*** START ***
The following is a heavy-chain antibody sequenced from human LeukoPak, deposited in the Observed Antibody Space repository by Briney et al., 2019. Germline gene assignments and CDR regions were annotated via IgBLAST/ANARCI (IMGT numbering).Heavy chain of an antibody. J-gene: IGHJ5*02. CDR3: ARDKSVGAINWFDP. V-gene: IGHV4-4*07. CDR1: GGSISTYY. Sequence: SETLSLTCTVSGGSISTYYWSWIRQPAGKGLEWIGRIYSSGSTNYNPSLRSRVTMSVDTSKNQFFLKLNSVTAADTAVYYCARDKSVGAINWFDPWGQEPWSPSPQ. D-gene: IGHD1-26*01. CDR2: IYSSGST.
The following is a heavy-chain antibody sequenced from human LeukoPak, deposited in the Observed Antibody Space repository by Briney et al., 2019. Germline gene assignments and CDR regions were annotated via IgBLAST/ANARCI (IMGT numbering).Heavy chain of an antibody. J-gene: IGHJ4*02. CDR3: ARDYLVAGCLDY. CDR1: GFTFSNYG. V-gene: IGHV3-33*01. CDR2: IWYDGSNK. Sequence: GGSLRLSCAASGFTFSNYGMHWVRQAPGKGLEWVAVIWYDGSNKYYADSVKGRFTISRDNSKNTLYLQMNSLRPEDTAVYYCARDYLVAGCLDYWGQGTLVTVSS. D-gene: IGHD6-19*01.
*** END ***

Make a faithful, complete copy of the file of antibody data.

The following is a heavy-chain antibody sequenced from human LeukoPak, deposited in the Observed Antibody Space repository by Briney et al., 2019. Germline gene assignments and CDR regions were annotated via IgBLAST/ANARCI (IMGT numbering).Heavy chain of an antibody. J-gene: IGHJ5*02. CDR3: ARDKSVGAINWFDP. V-gene: IGHV4-4*07. CDR1: GGSISTYY. Sequence: SETLSLTCTVSGGSISTYYWSWIRQPAGKGLEWIGRIYSSGSTNYNPSLRSRVTMSVDTSKNQFFLKLNSVTAADTAVYYCARDKSVGAINWFDPWGQEPWSPSPQ. D-gene: IGHD1-26*01. CDR2: IYSSGST.
The following is a heavy-chain antibody sequenced from human LeukoPak, deposited in the Observed Antibody Space repository by Briney et al., 2019. Germline gene assignments and CDR regions were annotated via IgBLAST/ANARCI (IMGT numbering).Heavy chain of an antibody. J-gene: IGHJ4*02. CDR3: ARDYLVAGCLDY. CDR1: GFTFSNYG. V-gene: IGHV3-33*01. CDR2: IWYDGSNK. Sequence: GGSLRLSCAASGFTFSNYGMHWVRQAPGKGLEWVAVIWYDGSNKYYADSVKGRFTISRDNSKNTLYLQMNSLRPEDTAVYYCARDYLVAGCLDYWGQGTLVTVSS. D-gene: IGHD6-19*01.